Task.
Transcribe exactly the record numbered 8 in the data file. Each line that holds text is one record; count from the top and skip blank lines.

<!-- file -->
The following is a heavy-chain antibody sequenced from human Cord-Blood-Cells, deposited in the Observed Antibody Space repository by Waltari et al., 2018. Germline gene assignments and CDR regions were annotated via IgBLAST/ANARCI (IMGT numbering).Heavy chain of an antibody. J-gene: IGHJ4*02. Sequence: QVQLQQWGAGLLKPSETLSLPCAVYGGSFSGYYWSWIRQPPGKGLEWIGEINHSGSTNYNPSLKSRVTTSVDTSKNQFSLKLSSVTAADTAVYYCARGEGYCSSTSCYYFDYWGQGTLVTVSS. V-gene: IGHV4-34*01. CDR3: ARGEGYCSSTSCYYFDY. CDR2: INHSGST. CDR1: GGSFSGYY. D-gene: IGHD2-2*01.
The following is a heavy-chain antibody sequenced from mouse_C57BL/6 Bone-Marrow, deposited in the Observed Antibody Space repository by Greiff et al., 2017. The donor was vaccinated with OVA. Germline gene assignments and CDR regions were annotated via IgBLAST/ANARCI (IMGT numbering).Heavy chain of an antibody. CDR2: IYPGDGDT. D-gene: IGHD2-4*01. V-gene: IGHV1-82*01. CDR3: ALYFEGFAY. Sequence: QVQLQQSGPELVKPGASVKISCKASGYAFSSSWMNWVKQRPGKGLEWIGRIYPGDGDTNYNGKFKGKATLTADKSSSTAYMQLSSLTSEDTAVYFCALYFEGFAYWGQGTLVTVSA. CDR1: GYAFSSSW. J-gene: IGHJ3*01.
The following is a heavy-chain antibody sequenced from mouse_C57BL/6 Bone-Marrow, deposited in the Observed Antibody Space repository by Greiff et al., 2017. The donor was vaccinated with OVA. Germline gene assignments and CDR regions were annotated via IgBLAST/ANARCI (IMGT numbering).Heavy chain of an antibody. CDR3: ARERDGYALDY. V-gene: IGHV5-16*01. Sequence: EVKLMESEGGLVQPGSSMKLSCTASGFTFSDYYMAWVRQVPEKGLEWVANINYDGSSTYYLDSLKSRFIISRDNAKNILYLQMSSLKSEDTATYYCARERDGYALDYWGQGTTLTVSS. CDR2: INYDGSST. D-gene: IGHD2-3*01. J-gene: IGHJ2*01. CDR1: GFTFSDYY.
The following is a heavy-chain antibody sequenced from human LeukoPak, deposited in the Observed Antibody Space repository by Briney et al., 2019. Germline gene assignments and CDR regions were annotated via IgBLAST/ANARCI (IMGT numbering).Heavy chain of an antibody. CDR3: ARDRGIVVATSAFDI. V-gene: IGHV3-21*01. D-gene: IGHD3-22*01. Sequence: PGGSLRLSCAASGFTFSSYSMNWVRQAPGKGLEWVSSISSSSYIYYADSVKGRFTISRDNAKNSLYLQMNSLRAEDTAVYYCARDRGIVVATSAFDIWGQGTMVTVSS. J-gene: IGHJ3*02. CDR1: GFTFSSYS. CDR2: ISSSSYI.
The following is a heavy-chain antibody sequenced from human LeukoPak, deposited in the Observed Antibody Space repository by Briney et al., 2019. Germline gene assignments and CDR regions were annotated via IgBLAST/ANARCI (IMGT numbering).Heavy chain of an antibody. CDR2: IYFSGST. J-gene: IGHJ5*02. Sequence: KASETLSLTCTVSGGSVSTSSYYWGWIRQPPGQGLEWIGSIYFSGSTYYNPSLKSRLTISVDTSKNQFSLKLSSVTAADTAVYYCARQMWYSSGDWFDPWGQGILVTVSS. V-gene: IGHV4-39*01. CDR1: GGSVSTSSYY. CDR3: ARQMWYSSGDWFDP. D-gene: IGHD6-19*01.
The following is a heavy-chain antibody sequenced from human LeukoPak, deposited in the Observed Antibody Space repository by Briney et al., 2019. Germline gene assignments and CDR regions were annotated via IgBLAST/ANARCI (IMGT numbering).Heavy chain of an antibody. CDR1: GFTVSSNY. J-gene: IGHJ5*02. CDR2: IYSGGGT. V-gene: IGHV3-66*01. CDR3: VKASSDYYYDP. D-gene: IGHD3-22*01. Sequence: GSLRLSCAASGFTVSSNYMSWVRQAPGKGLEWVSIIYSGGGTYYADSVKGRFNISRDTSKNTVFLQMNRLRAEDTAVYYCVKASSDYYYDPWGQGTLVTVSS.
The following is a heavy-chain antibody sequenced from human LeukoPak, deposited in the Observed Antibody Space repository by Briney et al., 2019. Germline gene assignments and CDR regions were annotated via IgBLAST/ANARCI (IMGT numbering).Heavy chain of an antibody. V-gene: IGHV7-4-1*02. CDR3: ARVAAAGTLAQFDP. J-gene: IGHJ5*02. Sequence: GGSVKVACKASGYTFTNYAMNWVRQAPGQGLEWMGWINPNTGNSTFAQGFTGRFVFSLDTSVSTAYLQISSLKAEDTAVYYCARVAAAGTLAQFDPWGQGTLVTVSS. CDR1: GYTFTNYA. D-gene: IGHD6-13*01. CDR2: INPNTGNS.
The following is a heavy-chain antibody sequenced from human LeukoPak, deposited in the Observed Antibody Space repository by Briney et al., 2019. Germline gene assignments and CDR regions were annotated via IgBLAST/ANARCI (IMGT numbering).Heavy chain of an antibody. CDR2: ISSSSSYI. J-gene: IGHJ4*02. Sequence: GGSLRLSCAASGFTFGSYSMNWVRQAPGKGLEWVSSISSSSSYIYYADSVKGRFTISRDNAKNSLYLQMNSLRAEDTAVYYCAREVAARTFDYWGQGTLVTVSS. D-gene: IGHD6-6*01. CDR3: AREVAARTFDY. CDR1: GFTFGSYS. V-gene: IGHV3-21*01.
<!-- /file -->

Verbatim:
The following is a heavy-chain antibody sequenced from human LeukoPak, deposited in the Observed Antibody Space repository by Briney et al., 2019. Germline gene assignments and CDR regions were annotated via IgBLAST/ANARCI (IMGT numbering).Heavy chain of an antibody. CDR2: ISSSSSYI. J-gene: IGHJ4*02. Sequence: GGSLRLSCAASGFTFGSYSMNWVRQAPGKGLEWVSSISSSSSYIYYADSVKGRFTISRDNAKNSLYLQMNSLRAEDTAVYYCAREVAARTFDYWGQGTLVTVSS. D-gene: IGHD6-6*01. CDR3: AREVAARTFDY. CDR1: GFTFGSYS. V-gene: IGHV3-21*01.